“Nearly half of public school families speak a language other than English at home, and for too long these families have been told they don’t have a role to play in their child’s education because of a lack of access to translation and interpretation services,” said Manhattan Borough President Gale A. Brewer. “I welcome this expansion of services and look forward to working with the Chancellor, the Borough Field Support Centers, our Community Education Councils, and parents to ensure this initiative is implemented successfully.”

“Expanding language access and interpreting services is great news for our entire City, because it means a school system that reflects our city’s values,” said State Senator Daniel Squadron. “I thank Chancellor Fariña and the DOE for this step to make schooling more accessible for more families.”

“It is incredibly important that every part of this administration understands, and is committed to language access for all New Yorkers. This announcement is a real step toward inclusion of parents who may understand language as a barrier, but who are wholly interested in the success of their students. I congratulate Mayor de Blasio, Chancellor Fariña, and the entire team for leading on language access in education,” said Carlos Menchaca, NYC Council Immigration Committee Chair.

“This broad expansion of language access services is the result of our City’s commitment to ensuring that all parents, including those with limited English proficiency, are able to participate in their child’s education,” said Council Member Margaret Chin. “I thank Chancellor Fariña for recognizing the importance of translation and interpretation services in building bridges between immigrant communities and our City’s schools.”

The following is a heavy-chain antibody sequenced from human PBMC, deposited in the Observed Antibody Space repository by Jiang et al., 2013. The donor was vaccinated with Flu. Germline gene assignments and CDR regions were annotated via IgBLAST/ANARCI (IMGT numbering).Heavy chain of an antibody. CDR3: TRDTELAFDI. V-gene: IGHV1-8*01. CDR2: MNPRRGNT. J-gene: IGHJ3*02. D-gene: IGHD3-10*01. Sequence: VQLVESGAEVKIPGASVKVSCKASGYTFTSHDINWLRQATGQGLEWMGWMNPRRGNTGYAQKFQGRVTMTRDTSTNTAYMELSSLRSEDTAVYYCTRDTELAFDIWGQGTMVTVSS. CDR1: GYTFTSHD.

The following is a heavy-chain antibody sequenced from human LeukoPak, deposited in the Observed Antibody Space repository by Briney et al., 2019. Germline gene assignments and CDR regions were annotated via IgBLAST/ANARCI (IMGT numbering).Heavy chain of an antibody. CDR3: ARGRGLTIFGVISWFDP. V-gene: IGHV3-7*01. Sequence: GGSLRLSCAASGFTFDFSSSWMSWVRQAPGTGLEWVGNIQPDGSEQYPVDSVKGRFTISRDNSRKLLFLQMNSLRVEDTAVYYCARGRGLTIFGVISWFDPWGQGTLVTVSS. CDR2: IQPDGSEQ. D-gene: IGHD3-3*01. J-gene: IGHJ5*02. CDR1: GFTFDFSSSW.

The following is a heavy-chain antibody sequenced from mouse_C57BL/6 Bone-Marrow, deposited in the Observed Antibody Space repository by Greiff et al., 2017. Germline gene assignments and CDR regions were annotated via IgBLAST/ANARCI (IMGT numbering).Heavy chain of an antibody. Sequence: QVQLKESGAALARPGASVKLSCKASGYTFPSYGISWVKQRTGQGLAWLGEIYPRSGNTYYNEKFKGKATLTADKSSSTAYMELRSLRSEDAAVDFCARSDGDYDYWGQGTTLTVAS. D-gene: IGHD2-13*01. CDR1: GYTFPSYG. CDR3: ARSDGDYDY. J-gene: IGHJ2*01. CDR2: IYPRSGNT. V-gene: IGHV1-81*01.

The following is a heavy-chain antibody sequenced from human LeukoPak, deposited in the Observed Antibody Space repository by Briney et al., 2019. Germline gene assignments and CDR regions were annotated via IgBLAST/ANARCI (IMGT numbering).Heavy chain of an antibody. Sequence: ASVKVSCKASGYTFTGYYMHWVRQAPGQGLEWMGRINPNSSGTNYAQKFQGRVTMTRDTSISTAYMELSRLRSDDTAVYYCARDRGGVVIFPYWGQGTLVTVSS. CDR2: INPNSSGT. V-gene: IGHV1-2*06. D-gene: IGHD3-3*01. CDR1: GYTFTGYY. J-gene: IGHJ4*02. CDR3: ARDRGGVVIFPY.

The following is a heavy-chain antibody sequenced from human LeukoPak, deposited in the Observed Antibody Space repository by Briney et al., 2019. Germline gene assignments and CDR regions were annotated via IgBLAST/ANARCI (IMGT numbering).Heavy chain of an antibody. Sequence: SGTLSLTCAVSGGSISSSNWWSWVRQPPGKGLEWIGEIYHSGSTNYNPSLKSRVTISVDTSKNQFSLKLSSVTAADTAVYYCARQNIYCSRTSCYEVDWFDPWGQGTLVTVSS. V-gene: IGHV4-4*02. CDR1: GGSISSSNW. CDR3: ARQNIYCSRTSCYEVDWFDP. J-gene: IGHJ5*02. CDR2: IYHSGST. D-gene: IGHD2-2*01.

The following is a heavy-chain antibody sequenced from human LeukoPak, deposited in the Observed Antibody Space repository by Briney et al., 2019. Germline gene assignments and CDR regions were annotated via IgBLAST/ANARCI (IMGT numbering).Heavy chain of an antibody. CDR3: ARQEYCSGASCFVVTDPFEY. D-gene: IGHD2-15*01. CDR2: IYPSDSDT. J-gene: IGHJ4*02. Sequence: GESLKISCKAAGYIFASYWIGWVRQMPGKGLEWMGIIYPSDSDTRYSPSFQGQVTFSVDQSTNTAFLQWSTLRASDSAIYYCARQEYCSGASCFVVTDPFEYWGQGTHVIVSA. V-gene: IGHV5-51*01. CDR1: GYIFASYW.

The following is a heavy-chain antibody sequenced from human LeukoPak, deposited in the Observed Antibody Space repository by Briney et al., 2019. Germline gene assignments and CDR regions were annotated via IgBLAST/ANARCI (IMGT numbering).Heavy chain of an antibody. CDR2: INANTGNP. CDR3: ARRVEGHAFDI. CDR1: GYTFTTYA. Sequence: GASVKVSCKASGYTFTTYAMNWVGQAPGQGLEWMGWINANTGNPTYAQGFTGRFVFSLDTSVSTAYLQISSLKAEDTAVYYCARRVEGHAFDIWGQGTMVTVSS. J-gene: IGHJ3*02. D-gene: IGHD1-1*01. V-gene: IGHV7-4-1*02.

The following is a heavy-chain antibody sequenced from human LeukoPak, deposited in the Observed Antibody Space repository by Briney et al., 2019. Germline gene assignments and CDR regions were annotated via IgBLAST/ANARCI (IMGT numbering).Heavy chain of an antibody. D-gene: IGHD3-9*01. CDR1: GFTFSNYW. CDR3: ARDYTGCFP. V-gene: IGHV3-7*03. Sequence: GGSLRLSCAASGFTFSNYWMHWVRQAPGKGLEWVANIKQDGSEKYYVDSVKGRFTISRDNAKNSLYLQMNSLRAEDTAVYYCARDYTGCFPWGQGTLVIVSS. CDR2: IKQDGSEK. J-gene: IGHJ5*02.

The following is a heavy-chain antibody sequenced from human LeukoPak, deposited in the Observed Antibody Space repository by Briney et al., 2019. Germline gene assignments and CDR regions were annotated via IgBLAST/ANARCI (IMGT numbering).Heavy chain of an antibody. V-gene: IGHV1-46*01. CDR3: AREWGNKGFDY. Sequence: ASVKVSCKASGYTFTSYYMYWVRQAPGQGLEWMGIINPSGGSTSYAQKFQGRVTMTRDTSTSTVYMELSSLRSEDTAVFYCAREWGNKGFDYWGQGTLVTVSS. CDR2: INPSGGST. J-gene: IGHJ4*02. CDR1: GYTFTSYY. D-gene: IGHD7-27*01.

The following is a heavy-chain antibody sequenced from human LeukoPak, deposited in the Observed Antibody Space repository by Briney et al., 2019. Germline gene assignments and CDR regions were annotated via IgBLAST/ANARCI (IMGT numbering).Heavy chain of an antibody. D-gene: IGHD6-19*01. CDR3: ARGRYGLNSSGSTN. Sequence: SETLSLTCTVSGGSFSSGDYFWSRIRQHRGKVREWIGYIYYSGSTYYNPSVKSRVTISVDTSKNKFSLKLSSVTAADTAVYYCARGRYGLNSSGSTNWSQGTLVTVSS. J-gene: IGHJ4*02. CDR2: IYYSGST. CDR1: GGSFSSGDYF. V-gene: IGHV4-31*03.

“CHCF congratulates Chancellor Fariña and the DOE for the investment made in our non-English speaking families and their students,” said Grace Bonilla, President/CEO of The Committee for Hispanic Children and Families, Inc. “The new Field Language Access Coordinators are a strong step forward to create accountability, ensure that our schools are communicating with our non-English speaking parents in the language they understand and fix problems when they arise. We have worked closely with the DOE on this and I commend their efforts to improve language access services across the system.”

“The Coalition for Asian American Children and Families (CACF) commends Chancellor Fariña for the new support system, including designation of a new Language Access Coordinator, in Borough Field Support Centers,” said Sheelah Feinberg, Executive Director, Coalition of Asian American Children and Families. “Currently, one out of five Asian Pacific American (APA) youth is an English Language Learner, and APAs in NYC have the highest rates of being foreign-born at 80%. Providing the adequate translation and interpretation resources means more immigrant parents will proactively engage in their children’s education.”